Writing is an art; typing is not. When I type my text as I craft it, I conflate the creative with the mechanical. I’m a fast typist, so sometimes typing a first draft will be expedient and therefore helpful. But often I find my fingers fly over the keyboard faster than my mind settles on the right form of expression. So where ignoring technology will allow my ideas to flow freely at a comfortable rhythm and speed, I pledge to choose the pen and shut the laptop.
4. Close Virtual Windows.
One downside of technology for me is its tendency to distract me in my productive moments. As long as I’m publicly reflecting on bad habits with an eye toward self-improvement, I’ll describe this problem more bluntly: I am addicted to e-mail and the internet.
Whether I’m drafting on the computer or writing with pen and paper, when I hear the sound of a new message entering my inbox, I stop my drafting to investigate. And at times I also interrupt my writing progress to check the latest headlines, weather or online sale. This is reasonable when I’m expecting an urgent message or really need a break from my work. But I’ll admit that occasionally I switch from work to hobby for a moment simply because doing so is so incredibly easy these days. I have company here, right?
In the new year, I resolve to fight this addiction. More specifically, I will close my windows. This resolution is going to be very difficult to keep, but I’m going to try. I think I can sell this to myself the same way I pitch self-control to my child. Maybe I can convince you, too. Here goes: Don’t think of this as losing constant access to e-mail and the internet. Rather, with this resolution, I get distraction-free time in a quiet space to focus and create. I get to maintain my momentum while I’m writing. I get to be more efficient. Then I’ll have more time to surf the net when I’m finished writing. It’s a win-win proposition.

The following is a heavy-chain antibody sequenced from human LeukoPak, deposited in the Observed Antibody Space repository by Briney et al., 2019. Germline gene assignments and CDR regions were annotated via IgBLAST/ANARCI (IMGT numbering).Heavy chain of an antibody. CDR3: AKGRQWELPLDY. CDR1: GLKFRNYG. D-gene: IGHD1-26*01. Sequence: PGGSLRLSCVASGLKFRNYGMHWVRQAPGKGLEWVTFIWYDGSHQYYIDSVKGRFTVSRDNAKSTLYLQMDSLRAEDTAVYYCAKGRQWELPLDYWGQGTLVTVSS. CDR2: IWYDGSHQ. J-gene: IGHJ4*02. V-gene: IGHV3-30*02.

5. Open Physical Windows.
After closing the windows on my screen, I think I’ll open the windows in my office. I’ll also take other steps to make my writing environment more pleasant. No more writing on a cleared-off corner of a cluttered desk in 2009. I’m going to stop settling for a ballpoint pen when I strongly prefer a gel pen. Perhaps I’ll even find a permanent parking place outside my office for the bicycle-cum-sculpture that’s been decorating my workspace — and tripping me — for an entire semester.
Enough. I’m going to bring cut flowers and classical CDs into my newly comfortable and relaxing office. I can’t wait to discover how much fun writing will be in this new Zen-like space.
6. Create Boundaries.
Finally, I resolve that after I finish the extreme makeover of my office, I will do my writing there and only there. In 2008, I had a hard time leaving my writing at the office. But with the efficiency from ceasing my electronic multitasking and focusing on writing while doing it, I hope that I will no longer feel the need to bring my writing home with me. Treating writing as part of my job, not my round-the-clock activity, should allow me to reestablish true family time in 2009. I’ll probably keep a small notebook on hand to jot down ideas so I don’t forget them before work the next day. But at least I won’t be rushing to my computer in the middle of bath or story time. That sacrifice is so 2008.
Happy writing in the new year, legal writers!
ABOUT THE AUTHOR
Rebekah Hanley teaches legal research and writing at the University of Oregon School of Law. Her e-mail is email@example.com.
© 2009 Rebekah Hanley